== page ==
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    Koilocytes indicate a role for human papilloma virus in breast cancer.
    Lawson, JS ; Glenn, WK ; Heng, B ; Ye, Y ; Tran, B ; Lutze-Mann, L ; Whitaker, NJ (Springer Science and Business Media LLC, 2009-10-20)
    BACKGROUND: High-risk human papilloma viruses (HPVs) are candidates as causal viruses in breast cancer. The scientific challenge is to determine whether HPVs are causal and not merely passengers or parasites. Studies of HPV-related koilocytes in breast cancer offer an opportunity to address this crucial issue. Koilocytes are epithelial cells characterised by perinuclear haloes surrounding condensed nuclei and are commonly present in cervical intraepithelial neoplasia. Koilocytosis is accepted as pathognomonic (characteristic of a particular disease) of HPV infection. The aim of this investigation is to determine whether putative koilocytes in normal and malignant breast tissues are because of HPV infection. METHODS: Archival formalin-fixed normal and malignant breast specimens were investigated by histology, in situ PCR with confirmation of the findings by standard PCR and sequencing of the products, plus immunohistochemistry to identify HPV E6 oncoproteins. RESULTS: human papilloma virus-associated koilocytes were present in normal breast skin and lobules and in the breast skin and cancer tissue of patients with ductal carcinoma in situ (DCIS) and invasive ductal carcinomas (IDCs). INTERPRETATION: As koilocytes are known to be the precursors of some HPV-associated cervical cancer, it follows that HPVs may be causally associated with breast cancer.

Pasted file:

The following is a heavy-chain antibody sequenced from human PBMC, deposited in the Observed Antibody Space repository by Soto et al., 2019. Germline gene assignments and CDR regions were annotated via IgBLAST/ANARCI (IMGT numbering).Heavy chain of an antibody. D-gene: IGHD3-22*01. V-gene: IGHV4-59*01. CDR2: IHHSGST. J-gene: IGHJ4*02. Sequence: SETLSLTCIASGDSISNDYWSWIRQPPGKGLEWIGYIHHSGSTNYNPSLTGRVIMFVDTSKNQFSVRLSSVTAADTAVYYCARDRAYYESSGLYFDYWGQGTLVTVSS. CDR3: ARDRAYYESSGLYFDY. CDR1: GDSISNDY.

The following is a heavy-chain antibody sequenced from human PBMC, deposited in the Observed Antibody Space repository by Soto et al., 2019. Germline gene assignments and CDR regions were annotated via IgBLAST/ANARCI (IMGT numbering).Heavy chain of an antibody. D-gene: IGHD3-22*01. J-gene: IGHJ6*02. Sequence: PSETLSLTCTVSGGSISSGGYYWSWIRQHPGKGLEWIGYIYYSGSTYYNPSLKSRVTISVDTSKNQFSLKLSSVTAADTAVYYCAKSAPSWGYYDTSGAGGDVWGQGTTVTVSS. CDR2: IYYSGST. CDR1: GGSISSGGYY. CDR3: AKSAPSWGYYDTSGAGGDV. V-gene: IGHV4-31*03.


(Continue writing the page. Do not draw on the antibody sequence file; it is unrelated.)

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    Unproven medical devices and cancer therapy: big claims but no evidence.
    Mac Manus, M (Department of Biomedical Imaging, University of Malaya, Malaysia, 2008-07)
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    Conformal radiotherapy and molecular imaging: complementary technologies in cancer therapy.
    Mac Manus, M (Department of Biomedical Imaging, University of Malaya, Malaysia, 2006-01)
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    Active surveillance for candidemia, Australia